WASHINGTON — Pennsylvania Democrat Senator John Fetterman announced Friday that he had checked out of Walter Reed Military Medical Center six weeks after admitting he had been treated for clinical depression. staff.
Mr. Fetterman will return to the Senate on April 17 after a two-week vacation, according to his spokesman, who said the senator planned to spend time in Pennsylvania with his family and constituents until then. His office said Dr. David Williamson, Walter Reed’s chief of neuropsychiatry and medical director, determined that Mr. Fetterman’s depression was now in remission.
“I’m so happy to be home,” Mr Fetterman said in a statement. “I’m excited to be the father and husband I want to be, and the senator Pennsylvania deserves.”
Mr Fetterman, 53, whose decision to reveal his depression reflected a new openness among some public figures to talk about their mental health issues, made a point of presenting herself as an example of the change that was possible with treatment. He thanked Walter Reed’s medical team, saying the care “changed my life,” and promised to say more about it soon.
“For now, I want everyone to know that depression is treatable and that treatment works,” he said. “This is not about politics. Right now, there are people suffering from depression in red counties and blue counties. If you need help, ask for help.”
In a CBS “Sunday Morning” interview airing this weekend, Mr. Fetterman spoke for the first time about the listlessness and hopelessness he previously experienced check in at the hospital.
“I couldn’t get out of bed,” he said. “I had stopped eating. I was losing weight. I had stopped involving some of the most — things I love in my life. He said that despite winning one of the most competitive senate races in last year’s midterm elections, “depression can absolutely convince you that you really lost.” Thus began what he described as “a downward spiral.”
In his resignation briefing provided by the Senator’s office, Dr. Williamson wrote that Mr. Fetterman never had suicidal thoughts, but suffered from “severe symptoms of depression with low energy and motivation, minimal speech, poor sleep, slowed thinking, slowed movement, guilt and worthlessness.”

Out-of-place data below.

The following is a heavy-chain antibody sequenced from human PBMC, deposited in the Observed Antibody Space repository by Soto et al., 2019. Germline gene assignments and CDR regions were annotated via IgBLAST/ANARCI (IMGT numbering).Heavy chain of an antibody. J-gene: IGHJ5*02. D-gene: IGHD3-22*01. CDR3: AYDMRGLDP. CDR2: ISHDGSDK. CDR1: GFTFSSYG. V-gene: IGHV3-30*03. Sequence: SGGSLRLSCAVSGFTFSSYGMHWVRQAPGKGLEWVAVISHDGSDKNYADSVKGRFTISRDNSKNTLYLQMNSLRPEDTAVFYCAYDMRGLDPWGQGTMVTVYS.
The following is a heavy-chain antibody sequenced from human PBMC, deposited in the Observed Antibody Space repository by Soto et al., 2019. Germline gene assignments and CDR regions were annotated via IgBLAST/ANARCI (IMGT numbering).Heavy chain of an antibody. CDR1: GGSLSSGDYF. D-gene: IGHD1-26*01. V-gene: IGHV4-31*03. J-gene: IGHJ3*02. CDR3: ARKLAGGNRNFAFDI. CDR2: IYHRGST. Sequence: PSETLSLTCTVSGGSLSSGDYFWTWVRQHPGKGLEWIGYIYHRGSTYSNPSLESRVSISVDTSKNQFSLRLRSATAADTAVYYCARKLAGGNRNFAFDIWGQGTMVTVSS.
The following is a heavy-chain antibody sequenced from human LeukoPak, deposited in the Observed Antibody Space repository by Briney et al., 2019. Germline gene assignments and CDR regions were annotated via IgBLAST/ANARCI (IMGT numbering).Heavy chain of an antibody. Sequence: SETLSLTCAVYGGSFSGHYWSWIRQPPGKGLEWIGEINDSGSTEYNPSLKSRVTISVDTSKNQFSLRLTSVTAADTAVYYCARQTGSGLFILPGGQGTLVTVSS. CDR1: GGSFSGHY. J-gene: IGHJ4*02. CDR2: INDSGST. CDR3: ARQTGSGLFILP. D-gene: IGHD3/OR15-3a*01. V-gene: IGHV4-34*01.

For the past six weeks, Mr. Fetterman has been participating in talk therapy, getting his medications checked by doctors, and taking therapeutic walks in the facility’s healing garden. He read and donated a copy of Dr. Raymond DePaulo’s Understanding Depression. His doctor noted that as treatment progressed, “sleep was restored, he ate well and hydrated, and he showed better mood, clearer affect, and improved motivation, self-esteem, and engagement with others.”
Mr. Fetterman and his best assistants were determined not to rush his recovery. That was despite questions from his political opponents about his health and ability to serve in the Senate, given the length of his hospitalization and the lingering effects of a massive stroke he suffered last year that left him limitations that have made adjustments to his new job more challenging.
When Mr. Fetterman arrived at the hospital in February, the tulips in the garden had not yet come out. By the time he left after his extended stay, they were in bloom.
As a parting gift to staff, Mr Fetterman offered a bouquet of tulips, according to an aide who spoke on condition of anonymity to describe the private details of his departure.
Mr. Fetterman’s office has been operate without himwith his chief of staff, Adam Jentleson, visiting the hospital each morning to meet the senator and brief him on the day’s work.
On Thursday, Mr. Fetterman introduced his first bill, the Railway Accountability Act, which aims to expand rail safety requirements following the train derailment in East Palestine, Ohio, in February.
Still, his office and his Democratic colleagues were eager to return.
“No one in the Senate has seen him be himself,” Jentleson said in an interview earlier this month. “That person becomes a force of nature as a senator.”